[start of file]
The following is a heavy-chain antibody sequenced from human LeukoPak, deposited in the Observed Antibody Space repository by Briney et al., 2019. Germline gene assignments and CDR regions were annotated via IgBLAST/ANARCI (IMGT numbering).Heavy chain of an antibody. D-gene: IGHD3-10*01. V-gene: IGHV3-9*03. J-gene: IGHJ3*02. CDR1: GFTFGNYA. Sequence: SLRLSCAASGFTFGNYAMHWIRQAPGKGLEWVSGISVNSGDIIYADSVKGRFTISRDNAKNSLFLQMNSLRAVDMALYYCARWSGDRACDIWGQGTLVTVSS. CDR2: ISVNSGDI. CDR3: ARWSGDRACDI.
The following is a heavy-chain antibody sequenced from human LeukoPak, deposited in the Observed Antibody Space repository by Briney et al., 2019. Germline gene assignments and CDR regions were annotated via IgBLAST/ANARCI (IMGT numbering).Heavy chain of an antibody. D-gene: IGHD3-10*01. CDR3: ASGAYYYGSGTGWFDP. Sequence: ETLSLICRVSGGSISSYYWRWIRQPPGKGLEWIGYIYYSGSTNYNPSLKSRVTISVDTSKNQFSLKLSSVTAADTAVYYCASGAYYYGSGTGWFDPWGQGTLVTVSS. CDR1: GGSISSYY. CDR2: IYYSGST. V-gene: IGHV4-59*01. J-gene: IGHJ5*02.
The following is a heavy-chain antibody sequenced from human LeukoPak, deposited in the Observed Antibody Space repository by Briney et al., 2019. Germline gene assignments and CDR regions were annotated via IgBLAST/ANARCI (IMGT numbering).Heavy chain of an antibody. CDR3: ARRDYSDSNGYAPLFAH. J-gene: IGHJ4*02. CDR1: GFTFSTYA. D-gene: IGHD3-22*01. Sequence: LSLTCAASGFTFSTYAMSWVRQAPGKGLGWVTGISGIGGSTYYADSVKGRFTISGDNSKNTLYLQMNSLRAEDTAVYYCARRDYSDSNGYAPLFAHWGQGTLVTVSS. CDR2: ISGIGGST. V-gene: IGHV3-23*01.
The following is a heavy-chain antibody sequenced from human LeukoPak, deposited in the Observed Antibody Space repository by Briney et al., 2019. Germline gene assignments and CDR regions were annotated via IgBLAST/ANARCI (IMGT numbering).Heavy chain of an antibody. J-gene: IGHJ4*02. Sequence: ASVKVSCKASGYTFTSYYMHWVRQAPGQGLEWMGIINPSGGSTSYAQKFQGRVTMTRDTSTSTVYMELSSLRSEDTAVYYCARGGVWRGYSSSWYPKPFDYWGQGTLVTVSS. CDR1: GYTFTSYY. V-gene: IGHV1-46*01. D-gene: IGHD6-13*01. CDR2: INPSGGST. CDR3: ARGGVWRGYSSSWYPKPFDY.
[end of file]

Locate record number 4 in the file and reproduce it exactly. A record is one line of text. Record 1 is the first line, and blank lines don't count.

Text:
The following is a heavy-chain antibody sequenced from human LeukoPak, deposited in the Observed Antibody Space repository by Briney et al., 2019. Germline gene assignments and CDR regions were annotated via IgBLAST/ANARCI (IMGT numbering).Heavy chain of an antibody. J-gene: IGHJ4*02. Sequence: ASVKVSCKASGYTFTSYYMHWVRQAPGQGLEWMGIINPSGGSTSYAQKFQGRVTMTRDTSTSTVYMELSSLRSEDTAVYYCARGGVWRGYSSSWYPKPFDYWGQGTLVTVSS. CDR1: GYTFTSYY. V-gene: IGHV1-46*01. D-gene: IGHD6-13*01. CDR2: INPSGGST. CDR3: ARGGVWRGYSSSWYPKPFDY.